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waltdeckhouse
A/C compressor

I need to move my outdoor AC compressor unit. When I started looking into how it is wired I found some things that puzzled me. I was hoping someone with more experience could set me straight.

The line from the main breaker panel is aluminum 230V single phase, 2 pole on a 50 amp dual pole breaker. The line runs ~ 40 feet into a load box where it switches over to copper. That box has a 40 amp two pole breaker. The copper line runs outside to Square D box that has something that looks like a single pole breaker...but there is no amp rating on the switch. This leads out to a fairly new (4 years old) compressor which I believe uses something that looks like 14 gauge wire (or maybe even lighter) for a screw compressor. It seems to me the amount of power supplied to this unit is way over board for what is needed.

So here are my questions.

1. Do the second and third breakers/switches need to be there? What is the rationale (if any) for them being there?
2. As I am moving the compressor, can I install a junction box inside, switch over to copper at the correct gauge for the compressor and put in a lower rated breaker at the main panel?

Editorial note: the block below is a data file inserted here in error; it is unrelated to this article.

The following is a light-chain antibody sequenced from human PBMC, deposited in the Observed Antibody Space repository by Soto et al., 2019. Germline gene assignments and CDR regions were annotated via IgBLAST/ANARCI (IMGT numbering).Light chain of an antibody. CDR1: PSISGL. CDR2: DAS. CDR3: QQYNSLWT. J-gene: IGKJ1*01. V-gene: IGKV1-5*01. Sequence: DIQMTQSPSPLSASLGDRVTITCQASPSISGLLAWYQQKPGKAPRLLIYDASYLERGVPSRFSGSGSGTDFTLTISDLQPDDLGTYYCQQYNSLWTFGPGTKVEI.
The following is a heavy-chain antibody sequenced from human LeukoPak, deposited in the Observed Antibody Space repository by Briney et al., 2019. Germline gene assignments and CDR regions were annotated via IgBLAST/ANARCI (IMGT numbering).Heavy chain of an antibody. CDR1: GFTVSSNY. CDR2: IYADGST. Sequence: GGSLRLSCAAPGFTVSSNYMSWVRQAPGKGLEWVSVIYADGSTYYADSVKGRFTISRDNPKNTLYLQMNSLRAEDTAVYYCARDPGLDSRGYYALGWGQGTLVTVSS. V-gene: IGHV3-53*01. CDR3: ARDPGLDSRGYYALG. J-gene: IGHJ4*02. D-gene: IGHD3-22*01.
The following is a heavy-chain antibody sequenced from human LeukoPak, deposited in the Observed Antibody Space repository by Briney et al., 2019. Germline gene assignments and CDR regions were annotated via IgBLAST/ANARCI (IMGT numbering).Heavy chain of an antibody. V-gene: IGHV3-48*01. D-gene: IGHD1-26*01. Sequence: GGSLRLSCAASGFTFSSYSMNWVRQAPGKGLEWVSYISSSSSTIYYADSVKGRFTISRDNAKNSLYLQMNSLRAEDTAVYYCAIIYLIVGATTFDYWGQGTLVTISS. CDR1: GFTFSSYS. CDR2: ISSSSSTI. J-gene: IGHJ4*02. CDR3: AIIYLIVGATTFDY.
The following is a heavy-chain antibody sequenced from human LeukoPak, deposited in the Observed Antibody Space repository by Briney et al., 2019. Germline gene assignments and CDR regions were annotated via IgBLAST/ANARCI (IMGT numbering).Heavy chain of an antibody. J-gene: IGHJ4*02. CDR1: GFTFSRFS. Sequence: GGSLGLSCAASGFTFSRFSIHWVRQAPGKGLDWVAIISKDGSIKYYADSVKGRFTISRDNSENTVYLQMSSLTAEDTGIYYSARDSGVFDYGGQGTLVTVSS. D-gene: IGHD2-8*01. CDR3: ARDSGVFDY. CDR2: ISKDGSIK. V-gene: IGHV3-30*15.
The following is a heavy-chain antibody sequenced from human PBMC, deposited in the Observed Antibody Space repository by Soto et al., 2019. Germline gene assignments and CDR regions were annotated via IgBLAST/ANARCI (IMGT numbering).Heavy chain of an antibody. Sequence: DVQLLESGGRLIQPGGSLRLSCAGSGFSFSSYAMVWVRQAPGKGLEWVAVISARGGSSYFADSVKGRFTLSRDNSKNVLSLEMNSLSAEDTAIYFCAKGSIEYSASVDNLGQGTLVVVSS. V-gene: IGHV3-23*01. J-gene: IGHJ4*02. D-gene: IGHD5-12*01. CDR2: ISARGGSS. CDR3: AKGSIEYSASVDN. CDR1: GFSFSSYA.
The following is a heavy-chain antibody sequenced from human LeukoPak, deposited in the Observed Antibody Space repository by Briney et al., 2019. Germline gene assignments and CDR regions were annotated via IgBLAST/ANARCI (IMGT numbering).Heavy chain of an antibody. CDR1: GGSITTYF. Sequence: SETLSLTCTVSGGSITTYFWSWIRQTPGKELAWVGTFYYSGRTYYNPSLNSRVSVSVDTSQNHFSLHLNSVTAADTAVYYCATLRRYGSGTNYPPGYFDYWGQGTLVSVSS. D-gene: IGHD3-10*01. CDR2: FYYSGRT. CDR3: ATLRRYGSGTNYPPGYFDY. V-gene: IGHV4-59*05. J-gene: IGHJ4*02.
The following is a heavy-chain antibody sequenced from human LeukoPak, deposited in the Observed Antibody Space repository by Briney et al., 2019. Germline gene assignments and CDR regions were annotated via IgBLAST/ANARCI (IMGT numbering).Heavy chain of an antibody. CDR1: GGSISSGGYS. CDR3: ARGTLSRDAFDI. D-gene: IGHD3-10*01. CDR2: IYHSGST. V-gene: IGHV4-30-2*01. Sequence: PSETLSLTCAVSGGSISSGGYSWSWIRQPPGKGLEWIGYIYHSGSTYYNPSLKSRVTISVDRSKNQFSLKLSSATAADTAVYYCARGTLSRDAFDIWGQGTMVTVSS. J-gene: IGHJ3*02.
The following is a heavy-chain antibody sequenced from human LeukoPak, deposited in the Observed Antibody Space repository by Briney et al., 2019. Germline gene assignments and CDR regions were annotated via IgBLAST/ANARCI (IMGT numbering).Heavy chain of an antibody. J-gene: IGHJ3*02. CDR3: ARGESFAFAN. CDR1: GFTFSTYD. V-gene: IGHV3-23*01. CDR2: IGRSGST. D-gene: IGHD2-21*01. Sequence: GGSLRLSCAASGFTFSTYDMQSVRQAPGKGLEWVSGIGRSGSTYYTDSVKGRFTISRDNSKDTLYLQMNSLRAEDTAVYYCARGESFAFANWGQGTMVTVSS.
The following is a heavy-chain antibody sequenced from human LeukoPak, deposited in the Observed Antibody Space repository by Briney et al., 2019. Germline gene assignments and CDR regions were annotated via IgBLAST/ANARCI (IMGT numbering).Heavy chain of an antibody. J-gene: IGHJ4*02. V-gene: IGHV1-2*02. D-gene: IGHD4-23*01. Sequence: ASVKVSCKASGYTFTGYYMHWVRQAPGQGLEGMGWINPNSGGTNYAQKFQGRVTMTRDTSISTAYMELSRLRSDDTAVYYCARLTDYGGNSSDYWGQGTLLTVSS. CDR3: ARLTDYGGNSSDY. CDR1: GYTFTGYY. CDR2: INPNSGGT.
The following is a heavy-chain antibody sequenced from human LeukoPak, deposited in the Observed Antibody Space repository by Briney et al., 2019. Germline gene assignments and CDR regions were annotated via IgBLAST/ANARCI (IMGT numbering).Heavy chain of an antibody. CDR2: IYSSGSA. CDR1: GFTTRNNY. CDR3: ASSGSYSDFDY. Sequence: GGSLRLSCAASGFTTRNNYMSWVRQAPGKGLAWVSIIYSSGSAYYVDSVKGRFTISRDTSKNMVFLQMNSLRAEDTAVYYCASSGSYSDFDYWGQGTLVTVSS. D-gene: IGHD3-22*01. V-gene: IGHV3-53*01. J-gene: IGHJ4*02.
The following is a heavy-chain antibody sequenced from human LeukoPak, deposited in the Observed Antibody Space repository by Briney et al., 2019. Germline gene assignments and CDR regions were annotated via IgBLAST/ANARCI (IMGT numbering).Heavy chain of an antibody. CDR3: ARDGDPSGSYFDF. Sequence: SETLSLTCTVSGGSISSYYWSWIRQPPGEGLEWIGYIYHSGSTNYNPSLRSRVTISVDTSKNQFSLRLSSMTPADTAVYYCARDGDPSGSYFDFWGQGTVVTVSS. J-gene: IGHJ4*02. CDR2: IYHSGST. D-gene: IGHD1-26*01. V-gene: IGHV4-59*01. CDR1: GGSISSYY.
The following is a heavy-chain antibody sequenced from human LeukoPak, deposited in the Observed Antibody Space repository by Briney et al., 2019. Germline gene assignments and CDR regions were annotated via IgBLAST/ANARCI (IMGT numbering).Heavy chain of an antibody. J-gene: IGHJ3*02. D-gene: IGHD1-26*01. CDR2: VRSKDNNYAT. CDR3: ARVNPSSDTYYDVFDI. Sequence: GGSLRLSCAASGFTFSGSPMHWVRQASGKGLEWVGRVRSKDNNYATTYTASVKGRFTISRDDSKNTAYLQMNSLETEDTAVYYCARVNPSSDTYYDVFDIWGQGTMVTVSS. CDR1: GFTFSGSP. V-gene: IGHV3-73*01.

3. I am moving the compressor away from the house so there will be no nearby surface to mount anything. Is this OK (to not have a switch box near the compressor) or do I need to put in a post near the compressor for mounting that external switch box?

Thank you for any help anyone can give.

-Walt

sparky1
Re: A/C compressor

well im not sure why the circuit is going to the second breaker box. The third one that you described is a local disconnect. Im guessing its an unfused one. You do need that disconnect within site of or within 25 feet of the compresor.

with out all the compressor info its hard to tell what you need for wire size. 14 guage does seem small. unless it was sent with the unit itself, as if it were a factory set up

waltdeckhouse
Re: A/C compressor

Regarding the switch box near the AC unit....does that box have to be visible from the AC unit? I could mount the switch box inside the house that would be within 25 feet.

If the box does need to be visible from the AC unit, how is the box typically mounted when the unit is away from a wall? I was thinking of running conduit to the unit to get the freon lines out from the house. I was hoping to run the electrical lines in the same conduit. The idea was that the conduit would pop out of the ground near the unit and the line would run into the unit. Would a PT post positioned nearby provide an adequate means to mount the switch box (assuming it is all watertight)?

A. Spruce
Re: A/C compressor

My local codes require that there be a disconnect at the unit itself. Heck, our AC is right next to the main panel and there is STILL a disconnect on the wall behind the AC unit. Odds are your local code requires the same disconnect be within 3' or 4' of the unit.